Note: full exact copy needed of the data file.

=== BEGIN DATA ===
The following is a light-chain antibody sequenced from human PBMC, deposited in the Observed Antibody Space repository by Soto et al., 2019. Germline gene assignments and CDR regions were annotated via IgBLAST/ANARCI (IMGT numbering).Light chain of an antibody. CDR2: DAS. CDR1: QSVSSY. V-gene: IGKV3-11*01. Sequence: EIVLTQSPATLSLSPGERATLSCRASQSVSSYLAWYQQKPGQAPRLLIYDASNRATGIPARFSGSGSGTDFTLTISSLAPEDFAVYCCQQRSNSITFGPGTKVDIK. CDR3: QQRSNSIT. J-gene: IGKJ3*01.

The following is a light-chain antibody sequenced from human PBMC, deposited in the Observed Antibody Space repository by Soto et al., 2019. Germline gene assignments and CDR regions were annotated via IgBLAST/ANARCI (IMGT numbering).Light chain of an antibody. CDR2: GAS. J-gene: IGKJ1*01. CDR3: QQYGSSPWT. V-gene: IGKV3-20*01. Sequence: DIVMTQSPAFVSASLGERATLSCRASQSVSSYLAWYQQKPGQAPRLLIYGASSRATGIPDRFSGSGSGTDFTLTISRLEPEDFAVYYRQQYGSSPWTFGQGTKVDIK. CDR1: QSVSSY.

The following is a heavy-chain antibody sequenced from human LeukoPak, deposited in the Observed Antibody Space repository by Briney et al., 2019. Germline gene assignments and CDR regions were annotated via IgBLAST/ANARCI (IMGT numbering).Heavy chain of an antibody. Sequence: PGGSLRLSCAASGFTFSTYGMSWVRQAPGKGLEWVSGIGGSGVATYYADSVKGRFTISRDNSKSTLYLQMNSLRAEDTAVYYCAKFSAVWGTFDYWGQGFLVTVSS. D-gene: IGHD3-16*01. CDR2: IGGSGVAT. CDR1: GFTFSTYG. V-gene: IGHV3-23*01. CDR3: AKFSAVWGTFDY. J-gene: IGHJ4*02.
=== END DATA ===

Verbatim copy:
The following is a light-chain antibody sequenced from human PBMC, deposited in the Observed Antibody Space repository by Soto et al., 2019. Germline gene assignments and CDR regions were annotated via IgBLAST/ANARCI (IMGT numbering).Light chain of an antibody. CDR2: DAS. CDR1: QSVSSY. V-gene: IGKV3-11*01. Sequence: EIVLTQSPATLSLSPGERATLSCRASQSVSSYLAWYQQKPGQAPRLLIYDASNRATGIPARFSGSGSGTDFTLTISSLAPEDFAVYCCQQRSNSITFGPGTKVDIK. CDR3: QQRSNSIT. J-gene: IGKJ3*01.

The following is a light-chain antibody sequenced from human PBMC, deposited in the Observed Antibody Space repository by Soto et al., 2019. Germline gene assignments and CDR regions were annotated via IgBLAST/ANARCI (IMGT numbering).Light chain of an antibody. CDR2: GAS. J-gene: IGKJ1*01. CDR3: QQYGSSPWT. V-gene: IGKV3-20*01. Sequence: DIVMTQSPAFVSASLGERATLSCRASQSVSSYLAWYQQKPGQAPRLLIYGASSRATGIPDRFSGSGSGTDFTLTISRLEPEDFAVYYRQQYGSSPWTFGQGTKVDIK. CDR1: QSVSSY.

The following is a heavy-chain antibody sequenced from human LeukoPak, deposited in the Observed Antibody Space repository by Briney et al., 2019. Germline gene assignments and CDR regions were annotated via IgBLAST/ANARCI (IMGT numbering).Heavy chain of an antibody. Sequence: PGGSLRLSCAASGFTFSTYGMSWVRQAPGKGLEWVSGIGGSGVATYYADSVKGRFTISRDNSKSTLYLQMNSLRAEDTAVYYCAKFSAVWGTFDYWGQGFLVTVSS. D-gene: IGHD3-16*01. CDR2: IGGSGVAT. CDR1: GFTFSTYG. V-gene: IGHV3-23*01. CDR3: AKFSAVWGTFDY. J-gene: IGHJ4*02.